More than half a million square miles of land have come under protection since 2012

More than 15 percent of terrestrial and inland water areas around the globe are now under protection. The United Nations established a target of 17 percent by 2020.

Mariana Bazo/Reuters
Shepherds rest near the Hualcan glacier in the Huascaran natural reserve in Ancash, Peru.

The world is a bit more safeguarded than it used to be.

The largest marine reserve in the world, the Pacific Remote Islands Marine National Monument, was established after the White House mandated its expansion in September (See “Renewed drive to preserve oceans,” Sept. 8). And it looks as though the number of protected areas on land is rising as well, at an even faster rate than those in water.

Since 2012, more than half a million square miles of land have come under protection. Now more than 15 percent of terrestrial and inland water areas around the globe are under protection, toward a United Nations target of 17 percent by 2020, according to a recent report by the UN Environment Program (UNEP).

Terrestrial protected areas can be national parks, monuments, nature reserves, and wildlife sanctuaries, among other designations. Biologists assert that the limited access that comes with a protected area can keep threatened species and ecosystems from becoming too vulnerable to human activity. Conservationists also contend that protected areas with forests provide carbon sinks to mitigate the effects of climate change.

Conservation experts from the World Wildlife Fund met with representatives from the International Union for the Conservation of Nature (IUCN) in November for their decennial World Parks Congress on protected natural areas. Member states made commitments to establish a total of nearly 350 million acres of newly protected areas. The government of Peru announced at the World Parks Congress that it plans to work with WWF and other organizations to secure funding for the more than 70 protected areas across the Amazon rainforest.

Thomas Lovejoy, the biologist and George Mason University professor who coined the term “biological diversity” in 1980, told the Wilson Center in an interview that the fact that more than 50 percent of the Amazon today is under some form of protection would have seemed unthinkable when he first introduced the concept of biodiversity more than three decades ago.

And other countries are following suit. Bhutan officials said that more than 50 percent of the nation’s land area is now protected. The small country has also started a conservation fund that resembles Brazil’s equivalent for protection of the Amazon. In the past decade, nearly 100 new protected area sites have been established in Madagascar, where three-quarters of the population is living below the national poverty line.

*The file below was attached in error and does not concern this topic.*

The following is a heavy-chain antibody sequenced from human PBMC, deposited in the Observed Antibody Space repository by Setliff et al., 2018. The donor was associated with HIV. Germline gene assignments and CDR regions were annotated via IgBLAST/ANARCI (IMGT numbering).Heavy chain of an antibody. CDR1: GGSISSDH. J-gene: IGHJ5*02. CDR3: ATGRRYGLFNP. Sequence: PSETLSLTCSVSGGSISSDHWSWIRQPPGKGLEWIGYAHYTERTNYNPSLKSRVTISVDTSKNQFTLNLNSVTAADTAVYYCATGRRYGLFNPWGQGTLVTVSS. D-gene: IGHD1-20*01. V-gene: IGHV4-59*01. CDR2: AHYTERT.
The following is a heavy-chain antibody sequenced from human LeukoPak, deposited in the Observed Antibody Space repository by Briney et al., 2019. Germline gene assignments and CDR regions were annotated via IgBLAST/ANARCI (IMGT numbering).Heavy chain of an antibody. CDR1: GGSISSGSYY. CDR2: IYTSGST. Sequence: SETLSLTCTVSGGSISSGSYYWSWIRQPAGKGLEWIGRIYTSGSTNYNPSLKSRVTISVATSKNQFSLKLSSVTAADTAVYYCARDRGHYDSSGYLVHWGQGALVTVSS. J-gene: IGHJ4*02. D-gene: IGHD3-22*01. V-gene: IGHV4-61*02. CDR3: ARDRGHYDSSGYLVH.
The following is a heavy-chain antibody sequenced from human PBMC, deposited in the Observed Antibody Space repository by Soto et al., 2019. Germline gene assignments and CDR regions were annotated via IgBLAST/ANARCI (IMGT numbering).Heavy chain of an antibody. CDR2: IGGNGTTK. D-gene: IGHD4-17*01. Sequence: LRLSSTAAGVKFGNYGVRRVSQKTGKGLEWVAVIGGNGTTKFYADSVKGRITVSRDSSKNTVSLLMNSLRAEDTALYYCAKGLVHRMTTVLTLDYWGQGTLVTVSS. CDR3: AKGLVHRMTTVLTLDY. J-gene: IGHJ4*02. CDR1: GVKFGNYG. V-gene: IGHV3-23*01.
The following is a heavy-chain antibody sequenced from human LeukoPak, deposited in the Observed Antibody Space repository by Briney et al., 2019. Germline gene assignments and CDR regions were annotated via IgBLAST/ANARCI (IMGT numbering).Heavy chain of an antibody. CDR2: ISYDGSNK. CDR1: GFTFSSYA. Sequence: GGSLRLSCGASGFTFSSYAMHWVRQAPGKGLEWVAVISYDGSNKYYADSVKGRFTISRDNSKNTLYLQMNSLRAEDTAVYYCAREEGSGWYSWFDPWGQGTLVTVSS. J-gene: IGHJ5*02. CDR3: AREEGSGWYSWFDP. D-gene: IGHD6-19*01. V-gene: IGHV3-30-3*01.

“It is possible to effectively tackle poverty while preserving and sustainably using one’s natural capital,” Madagascan President Hery Rajaonarimampianina said during a World Parks Congress event. “Our natural capital is one of our greatest assets: Biodiversity and the protected areas are engines of our development.”

Though the likelihood may be high that the UN’s target for coverage of land areas will be met, officials from the UNEP and IUCN say that progress is lacking in other areas. The authors of the report cite a lack of effective management as a crucial problem – one that can make the existence of a protected site null.

The international organizations call for the creation of connective corridors between protected areas so that species like some big cats, which require larger areas of habitat, can move from one site to another.

They also claim that a greater effort should be put into familiarizing the general public with the benefits of having protected areas and attempting to get communities involved in the conservation of local sites.

“We live in a technological society where nature seems to be unnecessary or far away from us,” says Diego Juffe-Bignoli, program officer for UNEP’s Protected Areas Program. “However, what people don’t realize is that we still depend on nature for all the food we eat and all the water we drink and most of the commodities we use.”

“Protection is not in conflict with resource use,” he says. “Resources in protected areas can be used if managed sustainably.”

Despite the progress made by international organizations and cooperating governments, Mr. Lovejoy says there’s more to do. “There’s always a lot more possible than people realize,” he says. “It’s just up to human inclinations and human will.” 

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